I have a lot of interest in theology, layman-philosophy, and history. I also read fiction sometimes. Here are some titles I have recently read (this list will keep changing) and would recommend:
- Where the Crawdads Sing - A very touching masterpiece. It is a coming-of-age story of a girl who lives in a marsh all by herself, and who has been dealt a very tough hand in life. The novel strips away the veneer of civility that masks the brokeness of humans, and in a way ultimately shows the redemptive power of love. My interpretation is, of course, biased by my beliefs, but if you want to get to know human nature a little better and be touched along the way, you need to read this book.
- 7 types of atheism - Oh yes, there are that many! John Gray is an atheist himself, and believes the most intellectually honest position an atheist can have is to acknowledge that there is no such thing as meaning or morality in life. There are several other strands of atheism, ranging from the four horsemen’s “new atheism” to the humanists, who substitute humanity for God. John also shows that the idea of atheism as “believing there is no God” is a position that only makes sense in the context of the monotheistic faiths, and atheism has an older history and a more complicated narrative than that.
- The Reason for God - Tim Keller’s NY Times bestseller takes you through why belief in God still makes sense in the modern (postmodern?) era. Keller’s arguments are aimed at humanists in particular, with particular emphasis on why God is neccessary for one to make sense of human rights and morality and liberal values. However, he presents a number of other arguments from the cosmological to the teleological.
- Sapiens - Yuval Harari’s take on human history. Much of his ideas on how society developed is speculation and cannot be proven, but if one wrote a book that only had airtight arguments it would be a very short and uninteresting read. Harari is a naturalist and his assumptions are quite clear in his reasoning. His explanation of the rise of capitalism and the modern world order are praiseworthy, but his predictions of the future fall back into the realm of speculation. A gripping read, nonetheless.
- The Book Thief - The story of a child in a Germany family that is harboring a Jew during the middle of World War II. The most interesting characteristic of this book is it’s pleasantly surprising use of words and adjectives in the most unexpected ways. Touches on a range of emotions.
- Knowledge and Christian Belief Alvin Plantinga shows that almost all belief systems use circular reasoning. Much depends on the assumptions you begin with and the way in which you think it is possible to find truth (epistemology). Plantinga shows that if you begin with humanistic assumptions, you will arrive at humanistic conclusions, and that the idea that every person is even capable of finding the truth by their reasoning is a humanistic assumption. For a naturalist, there is no such thing as truth, because human reason is guided by evolution and hence truth is only that which is convenient for you to believe to advance evolutionary processes. For a Christian, humans are by nature fallen, and cannot see spiritual truth unless moved to do so by God. All else follows from these assumptions, and hence no conclusion is as airtight as one would have you believe.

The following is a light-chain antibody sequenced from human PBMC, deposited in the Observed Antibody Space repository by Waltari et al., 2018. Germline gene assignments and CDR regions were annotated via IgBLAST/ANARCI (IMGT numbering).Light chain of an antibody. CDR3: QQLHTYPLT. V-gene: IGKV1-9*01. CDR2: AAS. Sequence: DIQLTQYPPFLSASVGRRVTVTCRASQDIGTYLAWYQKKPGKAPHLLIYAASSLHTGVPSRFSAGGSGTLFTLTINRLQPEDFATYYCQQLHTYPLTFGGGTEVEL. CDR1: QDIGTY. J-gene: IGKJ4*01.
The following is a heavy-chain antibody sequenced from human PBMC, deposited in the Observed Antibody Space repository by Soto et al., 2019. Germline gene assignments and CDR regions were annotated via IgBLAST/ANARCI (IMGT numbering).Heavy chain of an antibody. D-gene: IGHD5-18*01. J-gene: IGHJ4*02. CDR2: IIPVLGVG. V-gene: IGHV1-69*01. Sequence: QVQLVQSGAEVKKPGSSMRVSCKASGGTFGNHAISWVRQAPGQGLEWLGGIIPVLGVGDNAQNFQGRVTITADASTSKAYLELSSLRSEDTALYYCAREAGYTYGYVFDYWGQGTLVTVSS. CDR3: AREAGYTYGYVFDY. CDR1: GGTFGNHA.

I am currently reading Augustine’s masterpiece “The City of God”, which was written as a rebuttal to Roman pagans who blamed Christians for the fall of Rome. This book also emphasizes the fact that Christians are not of any earthly city, and that our identities are not defined by political affiliations.
Two books I recently read but would not really recommend are “1984” and “The Master and Margarita”. Much of 1984’s content is widely known today as a consequence of the fall of the USSR and the dissemination of information about the repression of freedoms in communist countries, and what is not known is not very interesting. Most of the book reads as a lecture, not a story. “The Master and Margarita” has been hailed as a classic of Russian literature, but I believe much of its charm lies in its use of the language, and this charm does not shine through as clearly in the English translation.
Some authors who have profoundly shaped my worldview include C.S. Lewis, Augustine (and then Calvin, John Piper, and R.C. Sproul by Augustinian theology), and Philip Yancey.
When I was younger, I completed Enid Blyton’s series on the Secret Seven and the Famous Five, and would highly recommend them to you if you are of the school-going age (though why you would be in an obscure graduate student’s site and reading this if you were is beyond me ;)). I also have read through Agatha Christie’s Miss Marple and Hercule Poirot series, and the Perry Mason series as well. These are great detective series, and would definitely recommend them in you’re in the mood for a light read.